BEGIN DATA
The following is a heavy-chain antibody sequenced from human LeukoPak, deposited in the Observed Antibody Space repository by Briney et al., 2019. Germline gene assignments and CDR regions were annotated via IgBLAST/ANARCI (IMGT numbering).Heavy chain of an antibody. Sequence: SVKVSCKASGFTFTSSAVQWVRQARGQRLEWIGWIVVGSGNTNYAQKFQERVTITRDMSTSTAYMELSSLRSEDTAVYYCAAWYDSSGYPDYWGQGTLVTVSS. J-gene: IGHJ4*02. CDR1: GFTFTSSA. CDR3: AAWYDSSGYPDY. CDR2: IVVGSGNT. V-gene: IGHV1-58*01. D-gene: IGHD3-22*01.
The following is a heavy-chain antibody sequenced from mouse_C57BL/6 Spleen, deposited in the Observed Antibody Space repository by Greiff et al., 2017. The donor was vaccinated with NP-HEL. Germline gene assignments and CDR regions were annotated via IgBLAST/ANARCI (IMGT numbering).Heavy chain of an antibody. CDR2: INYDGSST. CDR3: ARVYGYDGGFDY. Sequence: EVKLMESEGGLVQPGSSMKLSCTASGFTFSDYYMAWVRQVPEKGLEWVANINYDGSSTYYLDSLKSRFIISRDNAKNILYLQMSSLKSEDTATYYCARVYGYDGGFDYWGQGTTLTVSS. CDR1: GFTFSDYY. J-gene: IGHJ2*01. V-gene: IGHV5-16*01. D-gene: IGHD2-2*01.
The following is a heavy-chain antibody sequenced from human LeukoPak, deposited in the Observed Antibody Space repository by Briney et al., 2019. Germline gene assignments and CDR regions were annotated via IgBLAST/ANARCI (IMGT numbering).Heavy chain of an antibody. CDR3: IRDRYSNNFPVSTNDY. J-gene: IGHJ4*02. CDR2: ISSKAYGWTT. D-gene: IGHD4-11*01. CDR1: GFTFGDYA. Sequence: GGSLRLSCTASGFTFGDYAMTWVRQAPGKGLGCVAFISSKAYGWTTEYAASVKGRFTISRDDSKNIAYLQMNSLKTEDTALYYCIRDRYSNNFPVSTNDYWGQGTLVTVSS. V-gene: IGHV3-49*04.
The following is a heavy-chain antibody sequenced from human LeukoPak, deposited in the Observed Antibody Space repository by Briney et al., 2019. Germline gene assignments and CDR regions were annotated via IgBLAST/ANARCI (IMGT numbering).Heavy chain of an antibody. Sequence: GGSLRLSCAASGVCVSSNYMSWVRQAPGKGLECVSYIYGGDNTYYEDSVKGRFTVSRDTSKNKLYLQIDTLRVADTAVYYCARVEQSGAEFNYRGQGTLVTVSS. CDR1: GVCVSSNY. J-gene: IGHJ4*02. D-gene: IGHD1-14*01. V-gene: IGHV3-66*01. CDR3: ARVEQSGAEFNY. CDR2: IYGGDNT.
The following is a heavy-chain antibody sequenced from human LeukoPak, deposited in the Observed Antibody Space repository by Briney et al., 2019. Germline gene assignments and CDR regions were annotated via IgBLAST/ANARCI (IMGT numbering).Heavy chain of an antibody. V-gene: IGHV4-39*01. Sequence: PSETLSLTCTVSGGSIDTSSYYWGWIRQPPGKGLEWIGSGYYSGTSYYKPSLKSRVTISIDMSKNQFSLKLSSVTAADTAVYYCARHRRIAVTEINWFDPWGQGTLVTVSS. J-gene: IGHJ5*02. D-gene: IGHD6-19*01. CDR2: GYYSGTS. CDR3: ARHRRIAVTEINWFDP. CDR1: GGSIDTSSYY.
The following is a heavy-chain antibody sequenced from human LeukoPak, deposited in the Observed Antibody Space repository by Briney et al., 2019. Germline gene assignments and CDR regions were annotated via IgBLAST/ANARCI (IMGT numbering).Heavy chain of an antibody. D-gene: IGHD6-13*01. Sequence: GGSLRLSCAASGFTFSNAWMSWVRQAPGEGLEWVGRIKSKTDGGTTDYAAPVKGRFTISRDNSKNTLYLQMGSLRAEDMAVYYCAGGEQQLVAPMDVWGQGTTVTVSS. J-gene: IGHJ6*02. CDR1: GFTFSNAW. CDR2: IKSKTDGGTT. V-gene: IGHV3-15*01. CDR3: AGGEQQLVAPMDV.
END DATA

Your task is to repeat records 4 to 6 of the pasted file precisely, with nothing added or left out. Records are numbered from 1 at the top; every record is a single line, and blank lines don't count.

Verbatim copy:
The following is a heavy-chain antibody sequenced from human LeukoPak, deposited in the Observed Antibody Space repository by Briney et al., 2019. Germline gene assignments and CDR regions were annotated via IgBLAST/ANARCI (IMGT numbering).Heavy chain of an antibody. Sequence: GGSLRLSCAASGVCVSSNYMSWVRQAPGKGLECVSYIYGGDNTYYEDSVKGRFTVSRDTSKNKLYLQIDTLRVADTAVYYCARVEQSGAEFNYRGQGTLVTVSS. CDR1: GVCVSSNY. J-gene: IGHJ4*02. D-gene: IGHD1-14*01. V-gene: IGHV3-66*01. CDR3: ARVEQSGAEFNY. CDR2: IYGGDNT.
The following is a heavy-chain antibody sequenced from human LeukoPak, deposited in the Observed Antibody Space repository by Briney et al., 2019. Germline gene assignments and CDR regions were annotated via IgBLAST/ANARCI (IMGT numbering).Heavy chain of an antibody. V-gene: IGHV4-39*01. Sequence: PSETLSLTCTVSGGSIDTSSYYWGWIRQPPGKGLEWIGSGYYSGTSYYKPSLKSRVTISIDMSKNQFSLKLSSVTAADTAVYYCARHRRIAVTEINWFDPWGQGTLVTVSS. J-gene: IGHJ5*02. D-gene: IGHD6-19*01. CDR2: GYYSGTS. CDR3: ARHRRIAVTEINWFDP. CDR1: GGSIDTSSYY.
The following is a heavy-chain antibody sequenced from human LeukoPak, deposited in the Observed Antibody Space repository by Briney et al., 2019. Germline gene assignments and CDR regions were annotated via IgBLAST/ANARCI (IMGT numbering).Heavy chain of an antibody. D-gene: IGHD6-13*01. Sequence: GGSLRLSCAASGFTFSNAWMSWVRQAPGEGLEWVGRIKSKTDGGTTDYAAPVKGRFTISRDNSKNTLYLQMGSLRAEDMAVYYCAGGEQQLVAPMDVWGQGTTVTVSS. J-gene: IGHJ6*02. CDR1: GFTFSNAW. CDR2: IKSKTDGGTT. V-gene: IGHV3-15*01. CDR3: AGGEQQLVAPMDV.